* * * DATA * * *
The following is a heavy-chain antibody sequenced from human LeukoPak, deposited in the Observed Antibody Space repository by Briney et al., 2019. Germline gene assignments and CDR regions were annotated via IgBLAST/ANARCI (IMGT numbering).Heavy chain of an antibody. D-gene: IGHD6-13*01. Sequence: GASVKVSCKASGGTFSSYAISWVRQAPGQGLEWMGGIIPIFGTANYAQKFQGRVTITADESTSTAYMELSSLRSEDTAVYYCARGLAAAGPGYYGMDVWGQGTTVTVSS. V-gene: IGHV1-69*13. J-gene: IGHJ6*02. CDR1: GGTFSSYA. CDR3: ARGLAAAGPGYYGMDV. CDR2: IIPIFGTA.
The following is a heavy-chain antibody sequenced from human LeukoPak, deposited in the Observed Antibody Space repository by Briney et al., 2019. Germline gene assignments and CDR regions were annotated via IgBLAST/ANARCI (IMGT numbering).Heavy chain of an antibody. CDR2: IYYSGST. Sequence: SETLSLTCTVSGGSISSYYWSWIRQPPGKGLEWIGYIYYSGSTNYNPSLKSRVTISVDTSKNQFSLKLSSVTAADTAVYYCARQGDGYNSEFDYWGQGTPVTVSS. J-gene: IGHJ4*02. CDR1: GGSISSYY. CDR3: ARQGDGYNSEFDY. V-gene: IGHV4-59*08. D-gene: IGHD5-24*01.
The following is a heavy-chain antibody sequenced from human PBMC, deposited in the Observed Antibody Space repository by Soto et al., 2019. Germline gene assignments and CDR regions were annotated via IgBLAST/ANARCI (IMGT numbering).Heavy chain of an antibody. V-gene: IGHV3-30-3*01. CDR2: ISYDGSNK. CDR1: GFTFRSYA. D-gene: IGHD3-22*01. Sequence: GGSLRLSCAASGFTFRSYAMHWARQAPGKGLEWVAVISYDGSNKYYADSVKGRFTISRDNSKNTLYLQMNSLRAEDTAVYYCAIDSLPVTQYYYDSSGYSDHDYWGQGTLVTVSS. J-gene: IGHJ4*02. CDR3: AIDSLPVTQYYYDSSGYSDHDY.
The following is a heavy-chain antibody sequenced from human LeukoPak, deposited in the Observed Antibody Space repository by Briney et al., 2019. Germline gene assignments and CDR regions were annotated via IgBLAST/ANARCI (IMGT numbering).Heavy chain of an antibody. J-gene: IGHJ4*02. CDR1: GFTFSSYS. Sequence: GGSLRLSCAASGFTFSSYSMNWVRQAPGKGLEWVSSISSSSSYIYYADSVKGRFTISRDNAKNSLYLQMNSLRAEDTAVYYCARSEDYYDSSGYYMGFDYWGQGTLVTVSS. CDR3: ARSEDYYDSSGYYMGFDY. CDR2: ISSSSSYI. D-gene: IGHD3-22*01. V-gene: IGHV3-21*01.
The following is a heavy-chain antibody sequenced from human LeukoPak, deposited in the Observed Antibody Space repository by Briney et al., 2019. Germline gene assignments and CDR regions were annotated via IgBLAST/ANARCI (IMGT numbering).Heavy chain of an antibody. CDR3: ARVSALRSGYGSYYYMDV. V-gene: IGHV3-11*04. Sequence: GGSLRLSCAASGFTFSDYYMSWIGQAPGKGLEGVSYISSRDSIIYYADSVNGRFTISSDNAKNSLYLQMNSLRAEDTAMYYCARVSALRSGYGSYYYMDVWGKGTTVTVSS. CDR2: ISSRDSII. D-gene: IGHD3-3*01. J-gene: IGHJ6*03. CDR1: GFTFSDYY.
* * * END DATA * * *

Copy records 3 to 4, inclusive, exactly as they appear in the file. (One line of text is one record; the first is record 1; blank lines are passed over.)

The following is a heavy-chain antibody sequenced from human PBMC, deposited in the Observed Antibody Space repository by Soto et al., 2019. Germline gene assignments and CDR regions were annotated via IgBLAST/ANARCI (IMGT numbering).Heavy chain of an antibody. V-gene: IGHV3-30-3*01. CDR2: ISYDGSNK. CDR1: GFTFRSYA. D-gene: IGHD3-22*01. Sequence: GGSLRLSCAASGFTFRSYAMHWARQAPGKGLEWVAVISYDGSNKYYADSVKGRFTISRDNSKNTLYLQMNSLRAEDTAVYYCAIDSLPVTQYYYDSSGYSDHDYWGQGTLVTVSS. J-gene: IGHJ4*02. CDR3: AIDSLPVTQYYYDSSGYSDHDY.
The following is a heavy-chain antibody sequenced from human LeukoPak, deposited in the Observed Antibody Space repository by Briney et al., 2019. Germline gene assignments and CDR regions were annotated via IgBLAST/ANARCI (IMGT numbering).Heavy chain of an antibody. J-gene: IGHJ4*02. CDR1: GFTFSSYS. Sequence: GGSLRLSCAASGFTFSSYSMNWVRQAPGKGLEWVSSISSSSSYIYYADSVKGRFTISRDNAKNSLYLQMNSLRAEDTAVYYCARSEDYYDSSGYYMGFDYWGQGTLVTVSS. CDR3: ARSEDYYDSSGYYMGFDY. CDR2: ISSSSSYI. D-gene: IGHD3-22*01. V-gene: IGHV3-21*01.